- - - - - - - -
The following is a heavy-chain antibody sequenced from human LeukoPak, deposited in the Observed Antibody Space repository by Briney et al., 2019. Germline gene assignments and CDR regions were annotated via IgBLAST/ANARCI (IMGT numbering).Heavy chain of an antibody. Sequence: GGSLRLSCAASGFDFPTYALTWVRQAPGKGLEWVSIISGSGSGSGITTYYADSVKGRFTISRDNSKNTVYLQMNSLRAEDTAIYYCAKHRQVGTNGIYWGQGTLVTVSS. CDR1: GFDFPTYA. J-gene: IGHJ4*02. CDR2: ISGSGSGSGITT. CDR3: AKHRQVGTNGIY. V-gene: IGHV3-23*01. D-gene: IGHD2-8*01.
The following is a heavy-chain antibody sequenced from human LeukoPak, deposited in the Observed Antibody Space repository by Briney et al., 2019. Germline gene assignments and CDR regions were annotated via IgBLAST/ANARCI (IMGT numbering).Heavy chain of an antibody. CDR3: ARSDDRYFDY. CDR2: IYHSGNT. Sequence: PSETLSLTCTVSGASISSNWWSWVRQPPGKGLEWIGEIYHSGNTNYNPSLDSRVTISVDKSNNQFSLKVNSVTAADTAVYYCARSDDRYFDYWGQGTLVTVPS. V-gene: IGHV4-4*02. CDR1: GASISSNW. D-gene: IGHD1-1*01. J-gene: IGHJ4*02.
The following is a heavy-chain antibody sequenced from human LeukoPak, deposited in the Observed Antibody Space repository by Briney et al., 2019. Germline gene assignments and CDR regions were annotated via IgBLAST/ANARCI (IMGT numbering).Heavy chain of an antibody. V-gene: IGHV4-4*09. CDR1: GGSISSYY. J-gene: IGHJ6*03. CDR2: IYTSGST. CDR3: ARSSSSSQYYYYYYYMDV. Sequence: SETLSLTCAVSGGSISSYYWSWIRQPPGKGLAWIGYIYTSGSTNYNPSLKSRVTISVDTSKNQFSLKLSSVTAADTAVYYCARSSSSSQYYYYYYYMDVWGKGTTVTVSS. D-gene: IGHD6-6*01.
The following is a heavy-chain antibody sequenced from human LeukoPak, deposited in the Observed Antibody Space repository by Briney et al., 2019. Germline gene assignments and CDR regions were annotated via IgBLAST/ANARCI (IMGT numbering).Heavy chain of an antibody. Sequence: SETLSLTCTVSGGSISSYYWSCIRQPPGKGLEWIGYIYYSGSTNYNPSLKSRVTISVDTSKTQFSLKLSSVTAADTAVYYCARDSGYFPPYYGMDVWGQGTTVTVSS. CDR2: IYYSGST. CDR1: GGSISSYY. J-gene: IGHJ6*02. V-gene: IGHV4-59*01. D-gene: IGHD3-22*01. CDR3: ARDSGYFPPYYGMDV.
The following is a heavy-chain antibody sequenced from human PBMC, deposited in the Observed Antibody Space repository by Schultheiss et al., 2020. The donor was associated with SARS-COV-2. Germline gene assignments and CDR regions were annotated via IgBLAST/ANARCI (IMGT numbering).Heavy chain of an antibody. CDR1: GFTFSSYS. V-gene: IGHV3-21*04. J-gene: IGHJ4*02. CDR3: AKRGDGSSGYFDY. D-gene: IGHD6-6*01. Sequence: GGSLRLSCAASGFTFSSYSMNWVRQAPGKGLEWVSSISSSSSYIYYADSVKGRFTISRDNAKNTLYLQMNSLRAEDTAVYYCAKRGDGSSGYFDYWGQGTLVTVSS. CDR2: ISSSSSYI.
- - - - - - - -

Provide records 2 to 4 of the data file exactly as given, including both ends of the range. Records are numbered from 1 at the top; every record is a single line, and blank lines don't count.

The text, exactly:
The following is a heavy-chain antibody sequenced from human LeukoPak, deposited in the Observed Antibody Space repository by Briney et al., 2019. Germline gene assignments and CDR regions were annotated via IgBLAST/ANARCI (IMGT numbering).Heavy chain of an antibody. CDR3: ARSDDRYFDY. CDR2: IYHSGNT. Sequence: PSETLSLTCTVSGASISSNWWSWVRQPPGKGLEWIGEIYHSGNTNYNPSLDSRVTISVDKSNNQFSLKVNSVTAADTAVYYCARSDDRYFDYWGQGTLVTVPS. V-gene: IGHV4-4*02. CDR1: GASISSNW. D-gene: IGHD1-1*01. J-gene: IGHJ4*02.
The following is a heavy-chain antibody sequenced from human LeukoPak, deposited in the Observed Antibody Space repository by Briney et al., 2019. Germline gene assignments and CDR regions were annotated via IgBLAST/ANARCI (IMGT numbering).Heavy chain of an antibody. V-gene: IGHV4-4*09. CDR1: GGSISSYY. J-gene: IGHJ6*03. CDR2: IYTSGST. CDR3: ARSSSSSQYYYYYYYMDV. Sequence: SETLSLTCAVSGGSISSYYWSWIRQPPGKGLAWIGYIYTSGSTNYNPSLKSRVTISVDTSKNQFSLKLSSVTAADTAVYYCARSSSSSQYYYYYYYMDVWGKGTTVTVSS. D-gene: IGHD6-6*01.
The following is a heavy-chain antibody sequenced from human LeukoPak, deposited in the Observed Antibody Space repository by Briney et al., 2019. Germline gene assignments and CDR regions were annotated via IgBLAST/ANARCI (IMGT numbering).Heavy chain of an antibody. Sequence: SETLSLTCTVSGGSISSYYWSCIRQPPGKGLEWIGYIYYSGSTNYNPSLKSRVTISVDTSKTQFSLKLSSVTAADTAVYYCARDSGYFPPYYGMDVWGQGTTVTVSS. CDR2: IYYSGST. CDR1: GGSISSYY. J-gene: IGHJ6*02. V-gene: IGHV4-59*01. D-gene: IGHD3-22*01. CDR3: ARDSGYFPPYYGMDV.